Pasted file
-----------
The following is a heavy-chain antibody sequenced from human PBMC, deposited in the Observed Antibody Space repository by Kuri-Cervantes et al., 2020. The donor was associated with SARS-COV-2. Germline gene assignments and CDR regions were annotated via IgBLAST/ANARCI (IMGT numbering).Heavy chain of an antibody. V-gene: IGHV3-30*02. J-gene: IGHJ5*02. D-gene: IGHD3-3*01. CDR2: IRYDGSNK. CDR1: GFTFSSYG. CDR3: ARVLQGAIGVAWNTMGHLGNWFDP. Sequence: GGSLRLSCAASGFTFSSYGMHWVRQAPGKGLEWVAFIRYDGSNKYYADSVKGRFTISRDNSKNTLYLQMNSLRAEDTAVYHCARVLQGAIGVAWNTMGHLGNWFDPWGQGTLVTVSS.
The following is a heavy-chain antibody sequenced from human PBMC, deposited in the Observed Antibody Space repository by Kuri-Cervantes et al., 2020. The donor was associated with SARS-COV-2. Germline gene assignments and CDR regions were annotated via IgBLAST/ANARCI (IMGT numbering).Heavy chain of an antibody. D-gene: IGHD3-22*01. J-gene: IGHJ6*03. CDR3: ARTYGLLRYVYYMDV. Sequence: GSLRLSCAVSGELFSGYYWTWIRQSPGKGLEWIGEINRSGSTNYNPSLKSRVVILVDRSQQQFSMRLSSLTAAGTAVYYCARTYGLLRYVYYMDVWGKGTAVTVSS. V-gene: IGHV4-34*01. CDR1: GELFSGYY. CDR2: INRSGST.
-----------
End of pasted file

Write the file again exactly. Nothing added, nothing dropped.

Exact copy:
The following is a heavy-chain antibody sequenced from human PBMC, deposited in the Observed Antibody Space repository by Kuri-Cervantes et al., 2020. The donor was associated with SARS-COV-2. Germline gene assignments and CDR regions were annotated via IgBLAST/ANARCI (IMGT numbering).Heavy chain of an antibody. V-gene: IGHV3-30*02. J-gene: IGHJ5*02. D-gene: IGHD3-3*01. CDR2: IRYDGSNK. CDR1: GFTFSSYG. CDR3: ARVLQGAIGVAWNTMGHLGNWFDP. Sequence: GGSLRLSCAASGFTFSSYGMHWVRQAPGKGLEWVAFIRYDGSNKYYADSVKGRFTISRDNSKNTLYLQMNSLRAEDTAVYHCARVLQGAIGVAWNTMGHLGNWFDPWGQGTLVTVSS.
The following is a heavy-chain antibody sequenced from human PBMC, deposited in the Observed Antibody Space repository by Kuri-Cervantes et al., 2020. The donor was associated with SARS-COV-2. Germline gene assignments and CDR regions were annotated via IgBLAST/ANARCI (IMGT numbering).Heavy chain of an antibody. D-gene: IGHD3-22*01. J-gene: IGHJ6*03. CDR3: ARTYGLLRYVYYMDV. Sequence: GSLRLSCAVSGELFSGYYWTWIRQSPGKGLEWIGEINRSGSTNYNPSLKSRVVILVDRSQQQFSMRLSSLTAAGTAVYYCARTYGLLRYVYYMDVWGKGTAVTVSS. V-gene: IGHV4-34*01. CDR1: GELFSGYY. CDR2: INRSGST.